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And Albert Einstein, whose name is synonymous with genius, speculated incorrectly about the forces that hold the universe in equilibrium—and that speculation opened the door to brilliant conceptual leaps. These five scientists expanded our knowledge of life on earth, the evolution of the earth itself, and the evolution of the universe, despite and because of their errors. As Mario Livio luminously explains, the scientific process advances through error. Mistakes are essential to progress.
Brilliant Blunders is a singular tour through the world of science and scientific achievement—and a wonderfully insightful examination of the psychology of five fascinating scientists.
From Publishers Weekly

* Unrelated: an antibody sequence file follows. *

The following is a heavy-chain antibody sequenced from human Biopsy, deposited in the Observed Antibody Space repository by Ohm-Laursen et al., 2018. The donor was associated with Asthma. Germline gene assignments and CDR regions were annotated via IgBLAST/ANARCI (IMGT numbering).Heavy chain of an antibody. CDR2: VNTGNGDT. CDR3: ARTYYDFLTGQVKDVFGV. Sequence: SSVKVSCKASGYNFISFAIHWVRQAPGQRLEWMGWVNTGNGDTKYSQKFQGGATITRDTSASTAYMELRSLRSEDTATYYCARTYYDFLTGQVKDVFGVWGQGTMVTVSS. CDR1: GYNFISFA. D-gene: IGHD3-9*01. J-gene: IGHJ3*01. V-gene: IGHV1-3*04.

Astrophysicist and award-winning author Livio (The Golden Ratio) analyzes ruinous errors of five great scientific minds in the wake of their most prominent discoveries and how those errors have not only propelled scientific breakthroughs, but provide “insights…into the operation of the human mind.” Summoning Charles Darwin, Lord Kelvin, Linus Pauling, Fred Hoyle, and Albert Einstein, Livio argues there is no progress without lessons in humility. These thinkers succumbed to moments of fear, pride, stubbornness, and doubt common to all “mere mortals”—to the benefit of elucidating the evolution of life and the universe. Two-time Nobel prize-winning chemist Pauling’s flub of basic chemistry catalyzed the discoveries of Watson and Crick; Hoyle, a cosmologist who displayed “pigheaded, almost infuriating refusal” to give up his thoroughly refuted “steady state theory”, energized advanced studies of how we exist in space with his controversial ideas; and Einstein, “the embodiment of genius”, refused to give up on his cosmological constant, “the most famous fudge factor in the history of science.” With humor and precision, Livio reminds us: “Even the most impressive minds are not flawless; they merely pave the way for the next level of understanding.” (May)